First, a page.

Speech To The Young Poem Analysis

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We’ve all faced tough, seemingly “impossible” obstacles before. We’ve all been put down by others, with them telling us, “You’re not good enough. You can’t do it.”. We’ve all come close to and possibly have wound up giving up before. But we are still able to move on. Why? Because we have people who support and encourage us, people and things to live for, and always another goal that needs to be accomplished-- things that fuel our determination and strengthen our resolve. The two poems, “Speech to the Young: Speech to the Progress Toward” by Gwendolyn Brooks and “Mother to Son” by Langston Hughes are good examples of how poetry, too, can speak to a reader’s heart and mind and fuel their determination. “Speech to the Young Speech to the Progress…show more content…
The poem, “Speech to the Young: Speech to the Progress Toward” uses this as an advantage to help develop the thematic topic of determination using a slightly more artistic and unique approach. This can be seen in how the author writes, “say to the down-keepers,/ the sun-slappers,/ the self-soilers,/ the harmony-hushers,”. She could’ve gone for the simpler route by straight-up using something along the lines of ‘those who put others down’, yet instead, she chose to create with language to be even more specific and unique so that the reader can understand what she is trying to say better. The words/descriptions in particular that she chose seem to be lighter in weight than the meaning of ‘cold-hearted people who put others down’ that is behind it, and thus gives the reader a feeling that these people aren’t as big of a problem as they might’ve originally thought. This helps the author convey to the reader thoughts encouragement and a boost in determination. The author of the poem, Gwendolyn Brooks, also adds in logic to her determination-fueling words when she writes, “‘Even if you are not ready for day/ it cannot always be night.’” The reader knows that time will always keep on ticking, and by emphasizing that things change even when you don’t want them to, the author accomplishes her goal of helping to dissolve the hesitation that the reader may have.…show more content…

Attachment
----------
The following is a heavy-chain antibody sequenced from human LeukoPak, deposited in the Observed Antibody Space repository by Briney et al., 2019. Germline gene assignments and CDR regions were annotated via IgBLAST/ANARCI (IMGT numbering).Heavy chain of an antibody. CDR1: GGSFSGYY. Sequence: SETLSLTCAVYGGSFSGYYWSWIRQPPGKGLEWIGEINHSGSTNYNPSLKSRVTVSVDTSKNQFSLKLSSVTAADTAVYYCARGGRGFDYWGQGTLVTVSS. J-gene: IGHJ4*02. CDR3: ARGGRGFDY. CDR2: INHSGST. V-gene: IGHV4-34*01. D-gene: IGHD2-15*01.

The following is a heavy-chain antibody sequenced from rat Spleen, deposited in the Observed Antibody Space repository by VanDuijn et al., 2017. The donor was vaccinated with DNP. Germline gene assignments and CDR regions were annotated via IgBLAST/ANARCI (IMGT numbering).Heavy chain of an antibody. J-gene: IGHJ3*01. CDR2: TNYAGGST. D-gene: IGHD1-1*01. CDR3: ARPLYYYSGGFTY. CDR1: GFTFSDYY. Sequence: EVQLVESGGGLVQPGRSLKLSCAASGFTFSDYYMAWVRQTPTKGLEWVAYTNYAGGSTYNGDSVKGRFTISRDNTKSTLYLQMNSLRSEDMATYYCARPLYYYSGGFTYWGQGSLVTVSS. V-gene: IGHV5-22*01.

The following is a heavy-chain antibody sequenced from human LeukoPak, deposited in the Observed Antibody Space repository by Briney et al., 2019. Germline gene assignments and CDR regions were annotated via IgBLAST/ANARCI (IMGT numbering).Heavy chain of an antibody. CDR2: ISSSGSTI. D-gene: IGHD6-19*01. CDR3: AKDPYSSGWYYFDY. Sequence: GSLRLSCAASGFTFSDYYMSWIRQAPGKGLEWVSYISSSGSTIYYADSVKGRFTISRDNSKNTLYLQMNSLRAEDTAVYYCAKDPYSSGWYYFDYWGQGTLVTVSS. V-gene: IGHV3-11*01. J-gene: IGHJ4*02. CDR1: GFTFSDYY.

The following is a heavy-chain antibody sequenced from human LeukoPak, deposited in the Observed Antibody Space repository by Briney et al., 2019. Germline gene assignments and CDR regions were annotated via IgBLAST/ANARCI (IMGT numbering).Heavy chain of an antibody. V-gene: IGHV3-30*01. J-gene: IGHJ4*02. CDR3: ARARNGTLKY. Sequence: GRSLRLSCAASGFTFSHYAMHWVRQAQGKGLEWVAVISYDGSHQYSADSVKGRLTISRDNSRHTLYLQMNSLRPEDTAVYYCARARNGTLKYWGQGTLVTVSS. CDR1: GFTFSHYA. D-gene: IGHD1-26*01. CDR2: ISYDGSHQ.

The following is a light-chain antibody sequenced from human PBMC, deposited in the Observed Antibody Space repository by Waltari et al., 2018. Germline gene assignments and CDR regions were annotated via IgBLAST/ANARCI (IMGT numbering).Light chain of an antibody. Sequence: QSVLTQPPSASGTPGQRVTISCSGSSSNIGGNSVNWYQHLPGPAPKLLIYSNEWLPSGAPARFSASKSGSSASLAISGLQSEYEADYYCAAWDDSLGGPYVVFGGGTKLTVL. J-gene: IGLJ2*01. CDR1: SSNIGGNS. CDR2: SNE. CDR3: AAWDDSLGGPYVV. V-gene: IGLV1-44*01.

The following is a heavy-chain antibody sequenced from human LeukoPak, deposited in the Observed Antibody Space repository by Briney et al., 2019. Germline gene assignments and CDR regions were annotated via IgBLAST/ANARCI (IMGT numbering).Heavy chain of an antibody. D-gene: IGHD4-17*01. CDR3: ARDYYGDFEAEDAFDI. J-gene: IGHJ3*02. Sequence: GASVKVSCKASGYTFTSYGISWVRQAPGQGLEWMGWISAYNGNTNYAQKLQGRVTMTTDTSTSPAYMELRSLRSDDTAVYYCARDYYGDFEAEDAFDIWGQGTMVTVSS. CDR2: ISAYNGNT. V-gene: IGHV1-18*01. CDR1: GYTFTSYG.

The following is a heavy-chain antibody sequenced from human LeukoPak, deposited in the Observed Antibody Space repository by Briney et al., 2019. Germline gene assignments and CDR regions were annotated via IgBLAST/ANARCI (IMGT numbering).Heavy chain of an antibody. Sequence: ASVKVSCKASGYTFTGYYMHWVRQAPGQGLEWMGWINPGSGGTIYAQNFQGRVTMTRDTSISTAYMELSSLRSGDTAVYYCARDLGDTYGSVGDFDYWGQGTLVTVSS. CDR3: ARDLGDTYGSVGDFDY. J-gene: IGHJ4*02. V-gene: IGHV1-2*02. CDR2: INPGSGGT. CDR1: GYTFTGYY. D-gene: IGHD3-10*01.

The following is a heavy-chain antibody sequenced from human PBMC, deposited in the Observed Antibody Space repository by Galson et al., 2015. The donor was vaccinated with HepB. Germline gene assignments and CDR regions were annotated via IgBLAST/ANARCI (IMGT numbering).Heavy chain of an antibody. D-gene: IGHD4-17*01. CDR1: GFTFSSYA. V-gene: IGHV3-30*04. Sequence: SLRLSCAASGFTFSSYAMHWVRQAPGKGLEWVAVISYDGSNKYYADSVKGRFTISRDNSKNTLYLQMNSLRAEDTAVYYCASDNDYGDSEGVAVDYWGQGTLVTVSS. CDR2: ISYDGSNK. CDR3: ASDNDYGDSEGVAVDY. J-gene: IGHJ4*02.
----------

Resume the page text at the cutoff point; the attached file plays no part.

However, he focused more on figurative language (such as metaphors) to tell the reader a story, from which the reader can gain inspiration, motivation, and determination. Hughes writes from the point of view of the mother, “Life for me ain’t been no crystal stair./ It’s had tacks…,/ And splinters,/ And boards torn up,”. The mother (written by Hughes) is comparing life to a long, difficult flight of stairs, with tacks and splinters and torn-up boards representing the difficult obstacles that she faced in real life, as they make advancing on the stairs (in life) harder. This metaphor helps the reader visualize life in a new, more familiar way, as stairs are a common sight for all, and while the reader is thinking about this, the author then writes (as the mother), “Don’t you set down on the steps/ ‘Cause you find it’s kinder hard./ … For I’se still goin’, honey,/ …ain’t been no crystal stair.” By using metaphorical language combined with vivid description, the author uses a motherly figure to connect with the reader. As the reader is making sense of the mother’s words and recalling the events in their own life that have been or are difficult, Hughes then encourages the reader to not give up by having the mother say how she’s gone through it all too, and can and is

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